Thank You Mr. Gulle, NBCT

February 24, 2016

Editors Note: This is a guest blog from Suzanne Farmer, NBCT and director of the Kentucky Network to Transform Teaching. The views expressed are her own.

As both a teacher and a parent of two school aged girls, I struggle with how to advocate for my children without becoming THAT parent. As a general rule, I follow my child’s lead. When issues at school arise, I reach out to the teacher on their behalf and with their permission.

Being a parent has improved my instruction, and being a teacher has improved my ability to advocate for my kids. After teaching for fourteen years, I’m currently on leave from my school district to direct a grant project to improve education for all Kentucky students by increasing the number of National Board Certified Teachers and placing existing Board-certified teachers in leadership roles. Until recently, I didn’t understand how much my new job informs my role as my kids’ mom.

Sofie Farmer and her teacher, Mr. Jeff Gulle, NBCT at Bate Middle School in Danville, Kentucky 

Often, with our crazy calendars and futile attempts to balance work and home, our dizzying schedules mean that we think in terms of supporting our child’s education right now rather than considering what our kids will need in the future. Yet, our short-term goals should be balanced by a long-range vision.

My vision? Parents need to advocate for their kids’ teachers to become NBCTs. National Board Certification changed my instruction in ways that have benefited every student I’ve taught since. In the process of becoming certified, I learned to more adeptly reflect on what works and what doesn’t for each child and to make changes in my teaching to engage and challenge each student appropriately.

Not all National Board Certified Teachers are rock stars, and not all rock stars are Board certified. However, all Board-certified teachers are better than they were when they started the certification process. It’s a rigorous road to certification. Many teachers are intimidated by the less than 40% first-try certification rate for candidates. But the journey is worth it. A wide range of studies indicate that Board certified teachers are more effective than non-Board-certified teachers when it comes to effective instruction.

My daughters understand the value I place on Board certification; my oldest came home from school excited to say, “I have a National Board Certified Teacher this year!” For me, this means that I know she will have challenging and appropriate experiences every day that include her interests and give her opportunities to demonstrate what she knows, question what she doesn’t, and persevere in her learning. I know that her teacher, Mr. Gulle, will actively reach out to me as a parent and encourage two-way communication and involvement in her learning. Don’t we want every child to have a teacher who does this?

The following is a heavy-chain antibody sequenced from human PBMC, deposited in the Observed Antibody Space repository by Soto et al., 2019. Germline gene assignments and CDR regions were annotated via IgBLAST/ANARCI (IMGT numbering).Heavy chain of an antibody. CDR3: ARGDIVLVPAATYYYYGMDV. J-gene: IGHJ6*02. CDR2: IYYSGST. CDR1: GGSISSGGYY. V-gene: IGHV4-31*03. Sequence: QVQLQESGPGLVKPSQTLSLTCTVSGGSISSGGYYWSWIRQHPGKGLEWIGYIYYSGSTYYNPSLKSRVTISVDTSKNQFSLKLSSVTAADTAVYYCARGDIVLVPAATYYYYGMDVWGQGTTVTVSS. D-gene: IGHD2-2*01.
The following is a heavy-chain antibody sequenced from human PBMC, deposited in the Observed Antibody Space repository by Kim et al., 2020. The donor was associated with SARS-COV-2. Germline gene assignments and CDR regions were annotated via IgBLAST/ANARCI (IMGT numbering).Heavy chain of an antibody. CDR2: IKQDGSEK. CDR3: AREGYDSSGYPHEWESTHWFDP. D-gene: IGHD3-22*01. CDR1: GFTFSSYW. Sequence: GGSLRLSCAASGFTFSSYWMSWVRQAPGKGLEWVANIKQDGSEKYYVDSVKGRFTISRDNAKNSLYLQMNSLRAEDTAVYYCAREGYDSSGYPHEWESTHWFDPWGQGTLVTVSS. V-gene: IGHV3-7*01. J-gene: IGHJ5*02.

Many parents have never heard of Board-certified teachers, yet all have heard of Board-certified doctors.

It’s not that different. Board-certified teachers have voluntarily submitted to a process that proves that they are accomplished in five core propositions. In a nutshell, the propositions demand that teachers know the content they teach, can teach it to anyone, and keep perfecting their craft. So, what can you do to make board certified teachers available to every child?

The state of Kentucky has a statute in place that recognizes the value of Board certification and sets a goal that every school in the Commonwealth will have at least one National Board Certified Teacher by 2020.

Today, about 40% of Kentucky schools do not have a single Board-certified teacher. Does your child’s school? Why don’t we leverage the relationship we and our children have with teachers to encourage more to pursue Board certification?

You can:

  • Find out who is Board certified in your child’s school. National Board directory
  • Encourage your school and school board to recognize teachers that are Board certified.
  • Ask your school district what incentives and supports they provide for teachers who are Board certified. Kentucky provides teachers with a $2,000 stipend each year they are Board certified, and a rank change (bump in salary) if they have a master’s degree and have not already completed an additional 30 hours above their master’s (rank 1).
  • Have your child made a card encouraging his or her favorite teacher to pursue Board certification.
  • Provide your site-based decision making council with research about the value of Board certification.
  • Consider using Parent Teacher Organization funds to invest in application costs, training, or substitute release days for teachers pursuing Board certification.

I’m concerned that it’s taken until my daughter began seventh grade before she sat in a National Board Certified Teacher’s class. It wasn’t until I experienced the comfort and excitement of knowing what her year of learning with Mr. Gulle will involve that I took to heart what I had always known in my head – that we must make National Board Certified Teachers available to every kid, every day. Sometimes it takes our kids to help us understand the obvious.

A form of this article appeared originally in Lexington Family Magazine, February 2016.

Suzanne Farmer, NBCT

Suzanne Farmer, NBCT and mother of two girls, has taught preschool, kindergarten and math intervention, and was the Kentucky 2012 recipient of the Presidential Award for Excellence in Science and Mathematics Teaching. She is currently on leave from the Danville Independent Schools to serve as the KY Director of the Network to Transform Teaching.